Change Talk: How to Make Change in Your Relationship
Updated: Oct 6, 2019
Communication is an essential art for media personalities, business interactions and
interpersonal relationships. Here are three useful communication tricks that may help to eliminate misunderstandings and miscommunications.
1. Match the Sense People reveal their dominant sense by their choice of words. An individual’s choice of words reflects his or her sensory take on the world. People communicate with words that are visual: “I see what you are saying,” auditory: “I hear what you mean,” or feeling: “You give me goose bumps.” Naturally, people like to talk more with someone who “gets” them and understands their position.
If you want to take communication to a more intimate level, try to mimic their world with your word choices. For instance, perhaps you notice that your partner says, “I saw this coming.” You would know you had a “visual-communicator,” who expresses themselves by visual terms - anything to do with eyes, vision, colors, movement. If you tailor your response to him or her in matching visual words, you will put them at ease and lower their defenses.
However, if you respond, “Yeah, I hear what you are saying,” you are less likely to facilitate a flow. A visual person could be confused for a moment by any response that is non-visual. As they puzzle over the word “hear,” the silence will be deafening and you communication more awkward. You may have had stellar intentions to keep them talking, but your choice of words shut their thinking down.
Instead, next time you have a visual-communicator on the line, switch to talking in matching visual terms and he or she will think that you are their long lost pal. Talking to an auditor-communicator works the same way. Match him or her with words like “hear, listening, sound or speak” and they will love you. Feeling communicators are more difficult to detect, but they will clue you in with expressions that have a tactile tone such as “I feel,” “How touching” or “It gave me shivers.”
Practice on your family, especially if you have a teenager. Discover if you have a visual-communication son, auditory-communication daughter or a feeling-communication spouse. Ask your best friend to tell you what you are. You may find all your communication experiences will benefit from talking with the right sense.
2. Sex Matters Are you speaking with a male or female? Recent studies theorize women’s brains are different, both biologically and operationally from men’s brains. These differences show up in early childhood language development and in the physical size of areas of the brain. You can use these differences carefully to increase the rapport during communication with others. For example in one study, men felt satisfied talking to other men for about ten minutes of the hour, touching on only a few subjects. In the same study, women filled fifty minutes of the hour with over ten subjects. Men frequently enjoy finding a quick solution and often think in more linear ways. A woman can circle the subject for some time before making her point, while methodically considering minute details and new possibilities.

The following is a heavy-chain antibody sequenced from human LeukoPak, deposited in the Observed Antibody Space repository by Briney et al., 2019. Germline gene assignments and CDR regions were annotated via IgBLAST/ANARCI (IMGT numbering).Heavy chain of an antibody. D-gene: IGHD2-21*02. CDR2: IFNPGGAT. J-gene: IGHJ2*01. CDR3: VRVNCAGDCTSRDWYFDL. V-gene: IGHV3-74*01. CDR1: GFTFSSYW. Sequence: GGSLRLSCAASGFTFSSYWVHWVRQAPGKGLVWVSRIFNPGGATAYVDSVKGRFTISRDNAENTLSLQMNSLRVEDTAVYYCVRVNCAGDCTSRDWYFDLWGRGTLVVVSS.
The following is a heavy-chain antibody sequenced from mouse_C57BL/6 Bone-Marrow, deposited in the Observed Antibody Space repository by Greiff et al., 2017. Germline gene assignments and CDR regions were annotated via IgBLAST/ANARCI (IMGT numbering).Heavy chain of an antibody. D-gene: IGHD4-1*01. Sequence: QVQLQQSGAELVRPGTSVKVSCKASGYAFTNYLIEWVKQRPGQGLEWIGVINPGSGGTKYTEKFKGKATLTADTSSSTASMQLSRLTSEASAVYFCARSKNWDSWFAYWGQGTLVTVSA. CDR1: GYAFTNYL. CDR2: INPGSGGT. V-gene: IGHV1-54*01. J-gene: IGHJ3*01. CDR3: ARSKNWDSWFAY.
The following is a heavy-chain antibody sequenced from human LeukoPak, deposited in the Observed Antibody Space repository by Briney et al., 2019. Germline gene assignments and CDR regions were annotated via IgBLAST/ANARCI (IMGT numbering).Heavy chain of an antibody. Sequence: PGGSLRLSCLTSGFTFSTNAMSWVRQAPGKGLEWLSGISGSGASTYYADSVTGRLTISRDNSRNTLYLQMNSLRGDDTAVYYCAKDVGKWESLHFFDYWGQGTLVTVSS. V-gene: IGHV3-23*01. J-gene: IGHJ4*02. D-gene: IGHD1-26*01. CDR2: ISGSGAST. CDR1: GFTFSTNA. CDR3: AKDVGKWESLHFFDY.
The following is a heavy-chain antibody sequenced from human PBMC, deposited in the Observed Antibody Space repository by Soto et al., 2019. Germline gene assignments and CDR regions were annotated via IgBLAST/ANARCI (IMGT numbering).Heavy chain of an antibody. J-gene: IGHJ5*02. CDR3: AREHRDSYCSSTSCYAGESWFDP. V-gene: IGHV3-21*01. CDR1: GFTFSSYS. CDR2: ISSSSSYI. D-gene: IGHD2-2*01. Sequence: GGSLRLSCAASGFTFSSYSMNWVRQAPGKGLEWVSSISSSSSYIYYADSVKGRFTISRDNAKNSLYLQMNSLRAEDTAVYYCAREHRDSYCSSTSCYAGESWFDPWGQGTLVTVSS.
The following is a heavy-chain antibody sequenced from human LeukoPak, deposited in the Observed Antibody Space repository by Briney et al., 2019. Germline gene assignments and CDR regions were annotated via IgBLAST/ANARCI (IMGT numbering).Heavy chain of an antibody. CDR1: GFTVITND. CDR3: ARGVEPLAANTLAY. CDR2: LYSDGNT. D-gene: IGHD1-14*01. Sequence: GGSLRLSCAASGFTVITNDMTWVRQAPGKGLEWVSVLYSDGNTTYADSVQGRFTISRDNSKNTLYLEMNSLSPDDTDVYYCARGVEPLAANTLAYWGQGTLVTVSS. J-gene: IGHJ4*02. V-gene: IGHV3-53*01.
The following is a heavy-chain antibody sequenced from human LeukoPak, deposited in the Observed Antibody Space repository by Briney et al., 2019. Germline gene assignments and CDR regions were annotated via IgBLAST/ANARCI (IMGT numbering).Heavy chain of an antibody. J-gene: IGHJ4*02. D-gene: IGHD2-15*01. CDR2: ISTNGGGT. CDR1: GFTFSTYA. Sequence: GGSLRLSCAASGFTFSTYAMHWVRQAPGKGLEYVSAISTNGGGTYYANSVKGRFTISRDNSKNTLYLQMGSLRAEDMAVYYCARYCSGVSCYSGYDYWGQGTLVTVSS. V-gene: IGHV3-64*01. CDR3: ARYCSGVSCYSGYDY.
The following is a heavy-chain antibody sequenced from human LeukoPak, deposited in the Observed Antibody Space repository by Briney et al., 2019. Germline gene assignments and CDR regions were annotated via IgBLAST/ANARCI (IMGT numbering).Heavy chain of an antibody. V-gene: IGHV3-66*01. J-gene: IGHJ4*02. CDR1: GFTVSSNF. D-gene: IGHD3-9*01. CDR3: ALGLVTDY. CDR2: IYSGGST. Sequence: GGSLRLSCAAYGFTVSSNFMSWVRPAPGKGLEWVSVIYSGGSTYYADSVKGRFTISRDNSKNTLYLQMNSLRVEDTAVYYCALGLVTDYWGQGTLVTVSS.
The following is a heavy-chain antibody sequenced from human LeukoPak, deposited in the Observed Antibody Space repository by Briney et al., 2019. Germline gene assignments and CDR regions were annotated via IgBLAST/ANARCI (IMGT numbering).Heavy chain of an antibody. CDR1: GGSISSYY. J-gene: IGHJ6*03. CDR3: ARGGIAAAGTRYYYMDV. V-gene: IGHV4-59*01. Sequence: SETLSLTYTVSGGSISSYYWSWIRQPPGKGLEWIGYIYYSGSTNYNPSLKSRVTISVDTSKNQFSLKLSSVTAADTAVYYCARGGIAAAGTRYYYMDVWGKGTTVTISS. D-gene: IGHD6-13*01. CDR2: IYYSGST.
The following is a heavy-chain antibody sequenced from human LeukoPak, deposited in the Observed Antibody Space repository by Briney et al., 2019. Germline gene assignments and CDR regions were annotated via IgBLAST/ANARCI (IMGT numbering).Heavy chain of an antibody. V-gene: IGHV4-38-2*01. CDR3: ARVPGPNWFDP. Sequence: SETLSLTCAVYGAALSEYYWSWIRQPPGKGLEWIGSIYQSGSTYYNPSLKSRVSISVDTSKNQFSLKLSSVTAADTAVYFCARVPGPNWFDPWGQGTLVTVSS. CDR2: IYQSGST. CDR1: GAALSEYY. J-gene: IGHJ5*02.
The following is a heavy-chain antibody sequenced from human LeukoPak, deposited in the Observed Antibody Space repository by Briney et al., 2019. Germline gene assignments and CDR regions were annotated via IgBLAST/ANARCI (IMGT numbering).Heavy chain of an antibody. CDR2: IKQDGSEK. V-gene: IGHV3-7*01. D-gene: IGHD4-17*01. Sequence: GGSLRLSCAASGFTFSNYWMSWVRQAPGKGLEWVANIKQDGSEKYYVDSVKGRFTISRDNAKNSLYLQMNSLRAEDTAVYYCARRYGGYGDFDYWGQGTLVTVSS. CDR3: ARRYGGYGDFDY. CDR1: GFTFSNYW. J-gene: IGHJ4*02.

Interrupting a woman’s circular trip could be dangerous. Women may react negatively to anyone who cuts them off mid trip, even when offered a rather fine solution. An interruption often involves restarting the entire lengthy feminine thought process over again, causing macho males to squirm in agony. If you are in a group or business meeting that is mostly male, they may be relieved with your premature disconnect of her apparent rambling.
However, if your audience is predominantly female, other women want to ride along on that discovery trip with your female speaker. If you cut her off mid way the feminine audience is going to feel commiserate frustration and possibly shut you off. Allow your female communicators a little extra time to make their point. You might be surprised at the creative wisdom that eventually surfaces.
3. Sounds from your Stomach Urgency, excitement and rapid fire retorts are all positive parts of a persona, but the human ear can pick up fear and stress behind the cleverest repartee. Tightened vocal chords change the pitch and tone of the speaking voice and our minds subliminally interpret that as a sign of weakness and fear in an opponent. With increasing stress and work demands, couples must be alert to subtle cues when discussing emotionally loaded subjects. Your voice may sound angry and stressed beyond your intentions. When we feel threatened, our breathing becomes less regular and shallower. When you forget to breathe, your body triggers numerous physical reactions, most of which you probably want to avoid while having a discussion with your partner. One of them is tension in your throat. Breath control can start or stop fear reactions. At every opportunity, swell your belly and sides with deep breaths through your mouth, one after another without pausing. Ask your partner to do the same. Your bodies will visually relax, shoulders will settle down and your posture will realign. Best of all, your voices will recover a sweet music in place of knotted noise and subsequent negative reactions. The discussion will be on safer ground and more likely to be heard.
Dr. Molly Barrow earned her Ph.D. in clinical psychology and is a licensed mental health counselor and educator in private practice. She is the author of the Malia & Teacup children's books, Matchlines for Singles; and Step Parenting Essentials. Dr. Barrow is a relationship expert helping individuals, couples, families, and co-workers improve their relationships and communication skills. Her commentary and advice column, quotes, radio show, interviews, and articles are enjoyed worldwide in O Magazine, Psychology Today, MSM.com, Parenting, Morning Blend, Match.com, Progressive Radio Network and Women’s Health.